Akiva Eldar
July 19, 2010 - 12:00am

Why is the government requiring only those seeking citizenship to have to declare their loyalty to a Jewish and democratic state? I want to do it too!

The time has come that all of us, irrespective of whether we are Jews or Muslims, ultra-Orthodox or secular, declare our loyalty to the only Jewish democracy in the world. On one condition: the declaration ceremony would take place in the courtyard of the Tomb of the Patriarchs, following a tour of the center of Hebron.

Every Israeli citizen will then know what his country is doing in his name in the city of the patriarchs. Every Hebrew mother will know "where the only democracy in the Middle East" is sending its sons. Those who like what they see will sign the declaration. Those who will not find in Hebron proof of Jewish values and principles of democracy will refuse.

Before embarking on an educational tour in the center of Hebron, we should take a refresher course: the Hebron Agreement, which was signed in 1997 between the Netanyahu government and the Palestinian Authority, divided Hebron into an Arab area controlled by the PA (H1 ), and a Jewish area controlled by the IDF (H2 ). In the Arab area live 120,000 Palestinians, and in the Jewish area, which includes the old city and the city's commercial center, there are 500 Jews and 30,000 Arabs. In order to prevent friction, Israel has imposed tough rules of physical separation between the two populations and harsh limits on the movement of the Palestinian population in most of H2.

A pack of panting dogs met us at the beginning of Shuhada Street, which cuts through the old quarter of Hebron toward the Tomb of the Patriarchs. The doors of the shops were shut and the market was empty.

Someone covered racist graffiti with smiling faces on a pink background.

A survey of the area around Jewish settlement in the city conducted by B'Tselem and the Association for Civil Rights in Israel in late 2006 found that 1,829 Palestinian businesses (more than 75 percent of all businesses in the area surveyed ) had been closed in recent years. More than 1,000 housing units (42 percent ) in the area surveyed were abandoned.

Yehuda Shaul, founder of Breaking the Silence, says that more than 40 percent of the Palestinian residents have left the area.

Bored soldiers peered at the visitors, and once they were sure that they were "ours" they moved on (perhaps for dance practice ). Even though the IDF told the High Court of Justice two years ago that the ban on Palestinians movement in the streets was lifted, they do not dare come close to this area.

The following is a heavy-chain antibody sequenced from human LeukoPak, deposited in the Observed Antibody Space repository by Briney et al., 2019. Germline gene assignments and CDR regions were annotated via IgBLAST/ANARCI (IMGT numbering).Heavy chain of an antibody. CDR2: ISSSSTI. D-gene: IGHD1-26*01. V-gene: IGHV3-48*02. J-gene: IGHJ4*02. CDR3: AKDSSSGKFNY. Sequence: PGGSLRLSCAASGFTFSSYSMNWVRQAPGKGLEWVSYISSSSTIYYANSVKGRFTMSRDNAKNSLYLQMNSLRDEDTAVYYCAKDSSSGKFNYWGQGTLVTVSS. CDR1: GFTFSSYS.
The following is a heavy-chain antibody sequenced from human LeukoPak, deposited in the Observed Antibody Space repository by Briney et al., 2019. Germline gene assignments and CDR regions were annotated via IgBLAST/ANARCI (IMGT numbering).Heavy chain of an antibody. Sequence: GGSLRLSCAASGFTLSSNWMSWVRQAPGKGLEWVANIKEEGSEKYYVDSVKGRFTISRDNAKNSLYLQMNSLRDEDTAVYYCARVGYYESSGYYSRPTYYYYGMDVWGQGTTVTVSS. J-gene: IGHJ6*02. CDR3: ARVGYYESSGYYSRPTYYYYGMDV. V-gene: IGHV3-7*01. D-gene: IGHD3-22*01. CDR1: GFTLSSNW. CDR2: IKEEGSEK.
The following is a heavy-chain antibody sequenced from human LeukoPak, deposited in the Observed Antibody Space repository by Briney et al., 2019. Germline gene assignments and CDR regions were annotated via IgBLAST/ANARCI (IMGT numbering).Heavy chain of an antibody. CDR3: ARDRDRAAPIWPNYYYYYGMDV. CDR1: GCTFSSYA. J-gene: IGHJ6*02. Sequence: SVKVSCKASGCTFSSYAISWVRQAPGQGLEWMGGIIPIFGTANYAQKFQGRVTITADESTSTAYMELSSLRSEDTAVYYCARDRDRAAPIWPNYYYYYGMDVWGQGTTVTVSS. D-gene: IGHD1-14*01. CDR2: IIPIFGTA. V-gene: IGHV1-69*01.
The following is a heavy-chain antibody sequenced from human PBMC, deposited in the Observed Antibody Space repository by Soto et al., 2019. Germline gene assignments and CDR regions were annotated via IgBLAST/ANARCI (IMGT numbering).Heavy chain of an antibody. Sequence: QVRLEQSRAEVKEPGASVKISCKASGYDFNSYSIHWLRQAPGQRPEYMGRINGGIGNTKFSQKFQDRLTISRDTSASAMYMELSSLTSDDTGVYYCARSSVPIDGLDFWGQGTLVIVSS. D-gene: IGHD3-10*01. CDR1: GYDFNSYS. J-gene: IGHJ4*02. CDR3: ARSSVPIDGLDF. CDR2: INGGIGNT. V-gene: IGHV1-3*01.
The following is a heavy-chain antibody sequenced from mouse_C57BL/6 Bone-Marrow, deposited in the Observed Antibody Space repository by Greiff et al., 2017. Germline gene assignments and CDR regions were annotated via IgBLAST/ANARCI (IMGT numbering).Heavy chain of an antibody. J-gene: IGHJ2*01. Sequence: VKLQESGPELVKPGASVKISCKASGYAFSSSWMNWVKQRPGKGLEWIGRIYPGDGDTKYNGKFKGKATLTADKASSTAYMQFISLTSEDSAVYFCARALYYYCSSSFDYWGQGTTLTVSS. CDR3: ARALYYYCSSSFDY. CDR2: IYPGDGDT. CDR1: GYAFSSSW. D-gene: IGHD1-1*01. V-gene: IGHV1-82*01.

They know that at every street corner they will be asked to show their identity cards and they will be searched. Eran Efrati, who served at the Abu Snuneh post in 2007, says that instructions in the briefing room contained an order to make the residents "feel persecuted."

In the Breaking the Silence database there are testimonies of soldiers who describe creative ways for creating such a feeling. For example, holding a population survey in the middle of the night (the IDF calls it "mapping" ), or banging on pots.

A skinny youth, fringes hanging from under his shirt, is galloping through a field on a white horse. At the bottom of Beit Hadassah, Shaul fixes his black kippa and points to the Palestinian girls' school.

He says that he has a video clip in his office which shows the customary way the neighboring Jewish kids kill their boredom over Shabbat, by throwing stones at the girls.

In an alley leading to the wholesale market, closed following the massacre at the Tomb of the Patriarchs in early 1994, a group of young Jews pushes a cart loaded with building materials. Behind the barred doors of the shops, under the noses of the soldiers, another small settlement is staring.

At the entrance to the Tomb of the Patriarchs our path was blocked by six Border Policemen. Their commander, who was rushed to meet us says that we had been barred from entering the site with Yehuda Shaul, because he belongs to a group with a "political character." The officer confirmed that one or two days earlier, Noam Arnon, the spokesman for the Jewish community in Hebron, accompanied a group of visitors into the Tomb of the Patriarchs on behalf of the Foreign Ministry. The settlers in Hebron, as is well known, are a group without "political character."

The actions of the state in the city where the Patriarchs of the nation are buried, in Sheikh Jarrah, in the Jordan Valley and in the Gaza Strip, have nothing to do with Judaism or democracy. So long as this is the face of the Jewish democratic State, I refuse to declare my loyalty to it.


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